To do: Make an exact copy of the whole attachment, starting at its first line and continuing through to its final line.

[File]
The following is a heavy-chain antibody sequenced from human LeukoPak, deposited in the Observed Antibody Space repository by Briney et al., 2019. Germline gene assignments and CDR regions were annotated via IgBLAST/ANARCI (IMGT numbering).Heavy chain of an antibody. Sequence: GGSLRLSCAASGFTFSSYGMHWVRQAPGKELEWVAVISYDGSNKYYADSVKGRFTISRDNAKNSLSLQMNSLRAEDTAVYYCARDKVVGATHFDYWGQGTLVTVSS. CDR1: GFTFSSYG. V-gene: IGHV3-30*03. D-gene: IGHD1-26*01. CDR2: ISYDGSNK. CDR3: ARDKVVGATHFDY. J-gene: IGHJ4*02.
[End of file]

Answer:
The following is a heavy-chain antibody sequenced from human LeukoPak, deposited in the Observed Antibody Space repository by Briney et al., 2019. Germline gene assignments and CDR regions were annotated via IgBLAST/ANARCI (IMGT numbering).Heavy chain of an antibody. Sequence: GGSLRLSCAASGFTFSSYGMHWVRQAPGKELEWVAVISYDGSNKYYADSVKGRFTISRDNAKNSLSLQMNSLRAEDTAVYYCARDKVVGATHFDYWGQGTLVTVSS. CDR1: GFTFSSYG. V-gene: IGHV3-30*03. D-gene: IGHD1-26*01. CDR2: ISYDGSNK. CDR3: ARDKVVGATHFDY. J-gene: IGHJ4*02.